Compare Horsfall's notes to this passage at pages 527-528, where he notes Livy's mention of the Roman practice at New Carthage, and the word "praeda" which means "booty, spoils of war, plunder." This makes it perfectly clear why Marziano brought Mars under Riches.

I found "Phoenix" in the Aeneid with this helpful concordance -
https://www.scholarsonline.org/~drmcm/a ... .php?ltr=p

And Horsfall's commentary (although I wanted medieval ones) on this page -
https://guides.tricolib.brynmawr.edu/c. ... &p=1902234
(the links are often dead, but you can search by title and name, etc.)

Then, reading Homer's biography for Phoenix that Horsfall mentions https://en.wikipedia.org/wiki/Phoenix_(son_of_Amyntor)
- it strikes me that Marziano is a type of Phoenix; once Achilles' adopted father, he now has to urge the reluctant Achilles to war. But it doesn't seem likely that, during Marziano's life, anybody in his circle would have been familiar with the details of the Iliad's Phoenix. So we just have to go on Virgil's brief mention.
Image

Re: What are the documents for Marziano's dates?

#308
Phaeded wrote:
15 May 2020, 23:51
Stumbled across this:
Elena Lombardi, Wings of the Doves: Love and Desire in Dante and Medieval Culture, 2012.
Quali colombe dal disio chiamate
Coll'ali alzate e ferme al dolce nido
Vegnon per l'aere dal voler portate
Cotali uscir de la schiera Dido, A noi venendo per l'aere maligno
Si forte fu l'affettüoso grido.

(Inferno 5, 7)
"As doves called by desire with wings raised and steady come through the air, borne by their will to their sweet nest, so did these issue from the troop where Dido is, coming to us through the malignant air, such force had my compassionate cry."

As R. Allen Shoaf and Lawrence Ryan have shown, the dove is a flexible image both in bestiaries and in the scriptural tradition.' From the conflicting etymologies of the word (derived for some from "collum" for the colour change in a bird's neck feathers, and for others from "colens lumbos" with emphasis on the loins) to the distinction between white doves (sacred to Venus, but also symbols of purity), turtle doves (symbolizing the holy ghost), and rock doves (the common pigeon), doves encapsulate images of lust, love, and the ultimate spirituality. For its very nature — timid, weak, and easily seduced ("in illa sine felle, sed seducta," as Guibert of Nogent puts it) — the dove is an image of lapse and recall, of negligence and care." Like Paolo and Francesca, doves relate centrally to the act of kissing, Which is interpreted both as lust (doves are said to kiss before intercourse) and as friendship (the sign of peace) (p.90).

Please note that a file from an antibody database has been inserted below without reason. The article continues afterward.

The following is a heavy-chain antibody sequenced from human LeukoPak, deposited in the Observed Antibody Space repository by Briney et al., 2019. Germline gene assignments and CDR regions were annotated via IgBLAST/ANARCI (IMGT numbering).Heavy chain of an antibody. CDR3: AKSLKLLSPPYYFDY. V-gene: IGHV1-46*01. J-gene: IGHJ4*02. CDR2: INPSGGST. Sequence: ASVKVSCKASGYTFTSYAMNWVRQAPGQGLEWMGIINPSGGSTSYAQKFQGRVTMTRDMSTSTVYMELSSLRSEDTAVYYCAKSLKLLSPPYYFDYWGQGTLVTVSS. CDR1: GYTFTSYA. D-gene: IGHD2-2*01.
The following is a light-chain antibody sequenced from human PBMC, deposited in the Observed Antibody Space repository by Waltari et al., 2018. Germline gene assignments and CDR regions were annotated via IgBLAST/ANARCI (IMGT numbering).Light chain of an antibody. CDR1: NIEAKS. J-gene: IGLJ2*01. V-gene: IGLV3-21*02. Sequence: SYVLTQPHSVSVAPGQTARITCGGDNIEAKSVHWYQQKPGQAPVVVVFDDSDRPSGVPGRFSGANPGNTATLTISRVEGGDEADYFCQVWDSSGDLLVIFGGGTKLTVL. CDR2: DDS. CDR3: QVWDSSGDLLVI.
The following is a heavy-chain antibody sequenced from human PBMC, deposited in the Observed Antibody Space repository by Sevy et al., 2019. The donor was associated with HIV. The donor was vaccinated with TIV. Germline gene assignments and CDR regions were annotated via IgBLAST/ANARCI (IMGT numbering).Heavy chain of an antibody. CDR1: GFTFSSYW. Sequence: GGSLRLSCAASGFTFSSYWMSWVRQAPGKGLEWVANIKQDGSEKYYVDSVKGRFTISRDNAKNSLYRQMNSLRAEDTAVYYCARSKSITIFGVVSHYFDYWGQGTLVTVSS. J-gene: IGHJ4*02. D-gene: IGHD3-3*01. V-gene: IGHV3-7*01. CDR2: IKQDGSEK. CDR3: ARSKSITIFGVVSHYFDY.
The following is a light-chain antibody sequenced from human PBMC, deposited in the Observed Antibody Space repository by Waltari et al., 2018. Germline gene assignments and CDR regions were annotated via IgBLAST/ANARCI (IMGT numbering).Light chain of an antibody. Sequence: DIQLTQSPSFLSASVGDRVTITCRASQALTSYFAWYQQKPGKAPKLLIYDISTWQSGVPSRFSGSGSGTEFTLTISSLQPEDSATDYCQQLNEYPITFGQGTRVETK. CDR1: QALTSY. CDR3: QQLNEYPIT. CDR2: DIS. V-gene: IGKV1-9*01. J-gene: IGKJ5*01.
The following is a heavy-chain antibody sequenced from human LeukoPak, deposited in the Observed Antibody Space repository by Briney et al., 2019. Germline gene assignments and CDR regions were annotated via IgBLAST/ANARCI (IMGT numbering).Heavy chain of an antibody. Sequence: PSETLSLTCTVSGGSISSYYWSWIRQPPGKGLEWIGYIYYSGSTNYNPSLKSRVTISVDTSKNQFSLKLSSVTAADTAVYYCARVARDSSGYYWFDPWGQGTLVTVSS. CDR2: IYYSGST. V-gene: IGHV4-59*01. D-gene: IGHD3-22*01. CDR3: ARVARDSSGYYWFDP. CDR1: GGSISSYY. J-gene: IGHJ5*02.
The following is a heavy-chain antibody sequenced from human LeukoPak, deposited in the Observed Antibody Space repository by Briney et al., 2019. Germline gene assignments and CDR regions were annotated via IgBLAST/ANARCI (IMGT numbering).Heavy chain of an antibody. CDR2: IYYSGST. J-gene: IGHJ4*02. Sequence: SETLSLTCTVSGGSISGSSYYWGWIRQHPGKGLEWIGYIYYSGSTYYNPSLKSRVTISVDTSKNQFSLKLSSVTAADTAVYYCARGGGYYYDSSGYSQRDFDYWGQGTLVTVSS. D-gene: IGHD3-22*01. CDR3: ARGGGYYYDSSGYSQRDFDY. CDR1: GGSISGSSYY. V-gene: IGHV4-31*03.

Another pair of Virgilian doves may have been on Dante's mind when tracing the compulsive sense of direction of Inferno s's birds. In the sixth canto of the Aeneid Venus sends two doves ("geminae columbae"), certainly the white doves that were sacred to her and a symbol of sexual attraction, to guide (they are "duces") Aeneas to the golden bough (see chapter 1). These doves have a highly obsessive sense of direction: they are moved by the desire for the golden bough (" quo tendere pergant," 198; "sedibus optatis,"...[next Google page not scanned] (p. 94)
These are fantastic quotes! Thank you very much.

I'll need some more explicit textual proof that turtur was the symbol of the Holy Spirit, and not columba, though. What we have here are two media that inform one another - the textual and the iconographic. But the textual part is never explicit that the columba (or turtur) has to be alba, while in iconography it is often, though not always, so.
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Re: What are the documents for Marziano's dates?

#309
Ross G. R. Caldwell wrote:
16 May 2020, 17:05
For the phoenix, Aeneid II,761-65 may be the solution - a playful identification of the bird with the Homeric Greek hero Phoenix (Iliad IX) cited by Vergil in Aeneid II,761-5...
Nice work! I missed this post since your next one followed right after. Nothing else to add at this time, besides I think that supplements the other "riches" meaning of Phoenix/Phoenician (which is germane to Dido). Given the encyclopedia proclivities of the late middle ages, I don't think we need to rule out multiple markers for "riches" - their "anthropological" assumption that meaning crossed cultural boundaries (even if manufactured by their own scholiast activities).

Re: What are the documents for Marziano's dates?

#310
Phaeded wrote:
18 Apr 2020, 21:22

I think the distinction is in the association of either bird with related symbols, seldom if ever made explicit, so perhaps we should call this a hypothesis at this point, which is: The (turtle)dove is associated with the Holy Ghost while the regular dove is associated with Venus, hence the two suits of turtledove/virginites versus doves/pleasures. Consider the Ovide moralise in verse illumination of Cupid and Venus, c. 1380, from Vatican Reg.Lat.1480 (the total number of gods here had been reduced to 15 - 16 if you count Cupid in this illumination, but not completely matching Petrarch or Marziano's 16):
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I know the below (lower left register) is just God creating the birds (not specifically doves) and fishes, but it is odd the comparative image above from the Ovide moralise in verse (illumination of Cupid and Venus), c. 1380, from Vatican Reg.Lat.1480, matches the attitude of the birds perfectly in the Histoire ancienne jusqu’à César below, c. 1370-80 (so contemporary), made for King Charles V. I suppose the same artist studio or sharing of a copybook, but when I came across this image it struck me as to how similar to the secular work shown above.

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Phaeded